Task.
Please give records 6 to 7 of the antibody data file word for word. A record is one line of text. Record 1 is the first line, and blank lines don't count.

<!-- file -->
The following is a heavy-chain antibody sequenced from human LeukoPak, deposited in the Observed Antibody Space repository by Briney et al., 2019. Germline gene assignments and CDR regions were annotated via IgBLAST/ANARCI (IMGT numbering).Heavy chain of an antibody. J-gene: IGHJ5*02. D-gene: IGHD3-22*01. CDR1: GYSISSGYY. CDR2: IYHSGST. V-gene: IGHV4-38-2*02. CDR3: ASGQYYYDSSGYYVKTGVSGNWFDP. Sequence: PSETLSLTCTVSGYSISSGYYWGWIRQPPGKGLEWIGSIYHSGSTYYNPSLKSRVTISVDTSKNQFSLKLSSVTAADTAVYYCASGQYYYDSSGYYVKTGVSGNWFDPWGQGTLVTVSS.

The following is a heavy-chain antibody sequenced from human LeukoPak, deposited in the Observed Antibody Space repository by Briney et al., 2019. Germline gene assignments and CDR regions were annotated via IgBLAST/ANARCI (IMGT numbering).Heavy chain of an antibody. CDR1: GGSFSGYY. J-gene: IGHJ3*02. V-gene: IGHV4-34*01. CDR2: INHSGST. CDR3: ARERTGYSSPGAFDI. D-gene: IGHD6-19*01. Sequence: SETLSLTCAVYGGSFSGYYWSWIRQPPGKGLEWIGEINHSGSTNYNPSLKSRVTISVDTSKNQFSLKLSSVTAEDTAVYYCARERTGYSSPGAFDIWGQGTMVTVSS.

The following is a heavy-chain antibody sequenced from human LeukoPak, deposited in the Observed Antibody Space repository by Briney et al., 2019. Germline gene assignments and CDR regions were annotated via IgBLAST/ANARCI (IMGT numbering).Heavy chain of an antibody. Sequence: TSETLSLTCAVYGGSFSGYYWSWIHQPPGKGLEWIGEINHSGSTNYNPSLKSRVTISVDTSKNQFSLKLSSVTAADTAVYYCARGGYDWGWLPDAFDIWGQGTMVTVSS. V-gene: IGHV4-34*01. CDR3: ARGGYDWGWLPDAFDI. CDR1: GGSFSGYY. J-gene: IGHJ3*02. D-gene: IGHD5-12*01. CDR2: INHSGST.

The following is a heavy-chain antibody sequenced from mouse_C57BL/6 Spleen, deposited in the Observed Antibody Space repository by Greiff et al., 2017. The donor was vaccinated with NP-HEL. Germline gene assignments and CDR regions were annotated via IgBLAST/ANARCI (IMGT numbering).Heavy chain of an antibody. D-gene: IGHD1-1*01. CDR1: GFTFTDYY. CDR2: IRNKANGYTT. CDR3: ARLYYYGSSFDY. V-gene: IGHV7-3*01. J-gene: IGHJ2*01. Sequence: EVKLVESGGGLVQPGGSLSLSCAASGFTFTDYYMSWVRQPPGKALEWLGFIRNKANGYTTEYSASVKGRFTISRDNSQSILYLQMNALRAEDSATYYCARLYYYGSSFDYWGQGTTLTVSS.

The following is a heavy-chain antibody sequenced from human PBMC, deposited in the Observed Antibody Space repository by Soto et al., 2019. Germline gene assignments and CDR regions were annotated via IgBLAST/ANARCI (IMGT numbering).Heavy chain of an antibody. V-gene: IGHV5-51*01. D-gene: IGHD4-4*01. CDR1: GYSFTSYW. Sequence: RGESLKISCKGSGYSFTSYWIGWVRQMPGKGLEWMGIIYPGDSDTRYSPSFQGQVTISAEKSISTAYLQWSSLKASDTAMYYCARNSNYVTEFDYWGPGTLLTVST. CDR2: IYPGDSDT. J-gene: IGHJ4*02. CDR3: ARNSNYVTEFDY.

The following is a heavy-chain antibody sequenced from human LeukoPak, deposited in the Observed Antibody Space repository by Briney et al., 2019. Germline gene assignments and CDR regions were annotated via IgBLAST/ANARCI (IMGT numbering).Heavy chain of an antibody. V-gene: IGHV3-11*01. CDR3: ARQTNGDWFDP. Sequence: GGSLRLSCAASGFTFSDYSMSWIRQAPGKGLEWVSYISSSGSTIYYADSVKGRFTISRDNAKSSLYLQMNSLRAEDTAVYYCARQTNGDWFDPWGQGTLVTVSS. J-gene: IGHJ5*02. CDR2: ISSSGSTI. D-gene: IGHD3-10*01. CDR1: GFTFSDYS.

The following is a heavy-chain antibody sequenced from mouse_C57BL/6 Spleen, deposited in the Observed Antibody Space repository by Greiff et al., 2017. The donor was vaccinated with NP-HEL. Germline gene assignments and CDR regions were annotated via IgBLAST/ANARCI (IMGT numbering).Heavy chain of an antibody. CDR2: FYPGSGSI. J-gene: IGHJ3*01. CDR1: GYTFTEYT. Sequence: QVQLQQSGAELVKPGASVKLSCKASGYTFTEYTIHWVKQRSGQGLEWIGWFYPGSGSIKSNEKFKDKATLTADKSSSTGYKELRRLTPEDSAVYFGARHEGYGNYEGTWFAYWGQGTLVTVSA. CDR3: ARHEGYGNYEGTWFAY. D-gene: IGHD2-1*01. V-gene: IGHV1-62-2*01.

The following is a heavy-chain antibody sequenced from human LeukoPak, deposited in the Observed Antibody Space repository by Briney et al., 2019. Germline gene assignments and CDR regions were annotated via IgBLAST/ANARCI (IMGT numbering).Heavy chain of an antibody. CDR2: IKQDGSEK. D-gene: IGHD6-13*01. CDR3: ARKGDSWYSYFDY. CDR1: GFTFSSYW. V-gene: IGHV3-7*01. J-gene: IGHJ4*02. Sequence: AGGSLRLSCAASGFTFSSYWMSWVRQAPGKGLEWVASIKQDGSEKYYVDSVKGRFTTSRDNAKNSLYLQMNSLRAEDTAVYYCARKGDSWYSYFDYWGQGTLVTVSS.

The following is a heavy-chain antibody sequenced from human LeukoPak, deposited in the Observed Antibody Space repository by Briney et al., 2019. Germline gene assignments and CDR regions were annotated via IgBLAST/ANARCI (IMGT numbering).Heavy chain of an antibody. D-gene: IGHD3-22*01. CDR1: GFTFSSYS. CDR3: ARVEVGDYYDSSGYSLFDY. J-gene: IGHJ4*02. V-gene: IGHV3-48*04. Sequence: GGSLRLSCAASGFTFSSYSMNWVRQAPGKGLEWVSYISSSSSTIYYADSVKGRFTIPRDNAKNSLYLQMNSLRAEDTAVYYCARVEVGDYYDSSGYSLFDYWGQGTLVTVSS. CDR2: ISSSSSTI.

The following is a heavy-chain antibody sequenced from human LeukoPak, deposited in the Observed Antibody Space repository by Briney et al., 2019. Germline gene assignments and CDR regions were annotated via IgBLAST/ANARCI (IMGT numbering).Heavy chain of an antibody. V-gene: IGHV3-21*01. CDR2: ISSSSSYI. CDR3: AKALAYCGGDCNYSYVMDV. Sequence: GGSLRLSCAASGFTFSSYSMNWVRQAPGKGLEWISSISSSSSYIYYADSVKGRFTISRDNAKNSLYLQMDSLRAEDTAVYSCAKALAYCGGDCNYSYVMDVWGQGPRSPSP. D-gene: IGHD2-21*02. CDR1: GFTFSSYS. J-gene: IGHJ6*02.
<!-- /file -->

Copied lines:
The following is a heavy-chain antibody sequenced from human LeukoPak, deposited in the Observed Antibody Space repository by Briney et al., 2019. Germline gene assignments and CDR regions were annotated via IgBLAST/ANARCI (IMGT numbering).Heavy chain of an antibody. V-gene: IGHV3-11*01. CDR3: ARQTNGDWFDP. Sequence: GGSLRLSCAASGFTFSDYSMSWIRQAPGKGLEWVSYISSSGSTIYYADSVKGRFTISRDNAKSSLYLQMNSLRAEDTAVYYCARQTNGDWFDPWGQGTLVTVSS. J-gene: IGHJ5*02. CDR2: ISSSGSTI. D-gene: IGHD3-10*01. CDR1: GFTFSDYS.

The following is a heavy-chain antibody sequenced from mouse_C57BL/6 Spleen, deposited in the Observed Antibody Space repository by Greiff et al., 2017. The donor was vaccinated with NP-HEL. Germline gene assignments and CDR regions were annotated via IgBLAST/ANARCI (IMGT numbering).Heavy chain of an antibody. CDR2: FYPGSGSI. J-gene: IGHJ3*01. CDR1: GYTFTEYT. Sequence: QVQLQQSGAELVKPGASVKLSCKASGYTFTEYTIHWVKQRSGQGLEWIGWFYPGSGSIKSNEKFKDKATLTADKSSSTGYKELRRLTPEDSAVYFGARHEGYGNYEGTWFAYWGQGTLVTVSA. CDR3: ARHEGYGNYEGTWFAY. D-gene: IGHD2-1*01. V-gene: IGHV1-62-2*01.